Does A Corporate Collective Resurrection Body of Christ Supersede or Annul Individual Existence?
As the resurrection debate continues, several find a corporate collective resurrection body of Christ unappealing. For them, it overrides the individual body resulting in a loss of both individuality and personhood or identity. They believe that to be part of the corporate collective body merges them into “nothingness” insignificance and non-existence.
We offer the following texts to demonstrate that the corporate body of Christ does not supersede or annul individuality.
First Consider the Corporate Body of Marriage
Marriage, i.e. the coming together of two people as one, is a collective corporate body.
And Adam said: ‘This is now bone of my bones and flesh of my flesh; She shall be called Woman, because she was taken out of Man” Therefore a man shall leave his father and mother and be joined to his wife, and they shall become one flesh.” (Gen. 2:23-24)
Adam and Eve were two individuals before they were married. They were male and female. After their marriage, individually they were yet male and female. They were yet two separate people as individuals. However, in the union of marriage they were one. They are a collective body or union, i.e. corporate body in marriage. The “two” are one. Corporate unions do not rule out or annul individuality. However, individuals do not act or should not act independent of the union or corporate body (marriage). They rather must conform to the laws of marriage by bringing their individuality in harmony with it.
Even in a mixed marriage with an unbeliever, God sanctifies the marriage union. “For the unbelieving husband is sanctified by the wife, and the unbelieving wife is sanctified by the husband; otherwise your children would be unclean, but now they are holy.” 1 Cor. 7:14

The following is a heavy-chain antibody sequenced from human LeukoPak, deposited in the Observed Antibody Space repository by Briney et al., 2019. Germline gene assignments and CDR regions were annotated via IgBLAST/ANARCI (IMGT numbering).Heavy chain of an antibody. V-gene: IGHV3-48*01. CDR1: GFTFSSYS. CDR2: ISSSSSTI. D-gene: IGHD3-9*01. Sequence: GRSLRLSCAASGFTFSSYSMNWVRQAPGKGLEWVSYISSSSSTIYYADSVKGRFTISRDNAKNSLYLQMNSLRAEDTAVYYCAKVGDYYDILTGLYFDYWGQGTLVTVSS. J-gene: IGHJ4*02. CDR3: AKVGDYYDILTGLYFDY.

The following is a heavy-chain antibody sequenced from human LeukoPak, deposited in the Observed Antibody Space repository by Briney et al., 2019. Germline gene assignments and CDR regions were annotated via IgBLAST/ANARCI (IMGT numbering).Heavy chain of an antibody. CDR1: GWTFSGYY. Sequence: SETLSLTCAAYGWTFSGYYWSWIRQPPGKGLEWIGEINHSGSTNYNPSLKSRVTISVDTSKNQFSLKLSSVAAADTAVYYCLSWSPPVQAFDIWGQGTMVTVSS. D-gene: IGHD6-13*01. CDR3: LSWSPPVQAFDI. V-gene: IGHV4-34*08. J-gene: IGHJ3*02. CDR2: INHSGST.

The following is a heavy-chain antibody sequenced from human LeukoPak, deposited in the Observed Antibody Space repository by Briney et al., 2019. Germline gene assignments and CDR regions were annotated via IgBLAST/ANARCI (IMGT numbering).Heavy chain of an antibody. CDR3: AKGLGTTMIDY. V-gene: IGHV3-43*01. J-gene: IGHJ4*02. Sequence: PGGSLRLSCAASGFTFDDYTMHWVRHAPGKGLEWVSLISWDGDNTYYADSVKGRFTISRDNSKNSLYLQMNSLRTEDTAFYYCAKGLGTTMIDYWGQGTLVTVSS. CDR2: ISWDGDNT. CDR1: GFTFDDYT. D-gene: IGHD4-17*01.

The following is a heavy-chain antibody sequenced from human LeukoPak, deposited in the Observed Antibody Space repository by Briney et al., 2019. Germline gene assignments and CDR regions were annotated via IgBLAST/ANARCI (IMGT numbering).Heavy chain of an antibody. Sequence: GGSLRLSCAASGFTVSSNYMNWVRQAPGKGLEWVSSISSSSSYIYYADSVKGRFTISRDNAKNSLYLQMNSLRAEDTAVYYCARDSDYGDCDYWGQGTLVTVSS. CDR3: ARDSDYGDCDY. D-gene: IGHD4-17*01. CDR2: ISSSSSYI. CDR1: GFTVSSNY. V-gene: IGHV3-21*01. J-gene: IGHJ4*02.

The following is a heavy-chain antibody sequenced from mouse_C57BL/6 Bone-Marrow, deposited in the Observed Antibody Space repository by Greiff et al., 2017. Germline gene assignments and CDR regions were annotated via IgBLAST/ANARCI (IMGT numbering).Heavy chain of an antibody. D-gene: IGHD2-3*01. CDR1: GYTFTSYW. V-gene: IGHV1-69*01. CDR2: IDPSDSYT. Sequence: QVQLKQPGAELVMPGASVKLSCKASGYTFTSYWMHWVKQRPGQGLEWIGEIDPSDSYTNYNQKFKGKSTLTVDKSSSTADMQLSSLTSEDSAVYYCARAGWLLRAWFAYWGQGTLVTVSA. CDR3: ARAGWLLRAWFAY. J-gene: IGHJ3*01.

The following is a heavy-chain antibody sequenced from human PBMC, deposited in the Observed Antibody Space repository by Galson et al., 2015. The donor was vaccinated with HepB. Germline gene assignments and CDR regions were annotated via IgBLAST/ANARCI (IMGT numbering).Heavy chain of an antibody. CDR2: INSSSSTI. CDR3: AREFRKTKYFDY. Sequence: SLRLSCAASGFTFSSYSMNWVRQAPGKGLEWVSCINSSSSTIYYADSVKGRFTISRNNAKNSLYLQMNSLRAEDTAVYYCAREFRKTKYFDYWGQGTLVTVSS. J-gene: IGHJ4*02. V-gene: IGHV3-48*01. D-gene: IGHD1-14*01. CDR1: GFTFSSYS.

The Body of Christ and Individual Members
In like manner, the church is married to Christ. Under the metaphor of the espousal, Paul wrote:
For I am jealous for you with godly jealousy. For I have betrothed you to one husband, that I may presage you as a chaste virgin to Christ. 2 Cor. 11:2)
Paul did not write to one individual in Corinth. He wrote to the entire congregation. His message was not intended for their ears only but also for all the churches of the saints as stated in 1 Corinthians 14:37. The collective group of individuals were espoused or betrothed to Christ as one bride for one husband. Yet, their individuality was not annulled. It did not supercede the one body of Christ.
Jews and Gentiles in One Body of Christ
The mystery of the gospel brought Jews and Gentiles together in the one body of Christ.
That the Gentiles should be fellow heirs of the same body and partakers of his promise in Christ through the gospel” (Eph. 3:6) “There is neither Jew nor Greek, there is neither male nor female; for you are all one in Christ Jesus.” (Gal. 3:7)
Entrance and reconciliation in the one body of Christ did not annul the physicality or ethnic identity of the individual. Jews were Jews and Gentiles were Gentiles ethnically or nationally speaking. Paul said he became as a Jew to Jews and as a Gentile to Gentiles to win both to the gospel. Their oneness is expressed in their unity as sons of God. While they were to break down the prejudices that prevented that unity in spirit and activity in every way it hindered the body of Christ, Paul did not have them to renounce their ethnic or social orientation. Nor did he require or demand a sex change of the women or men who became one in Christ.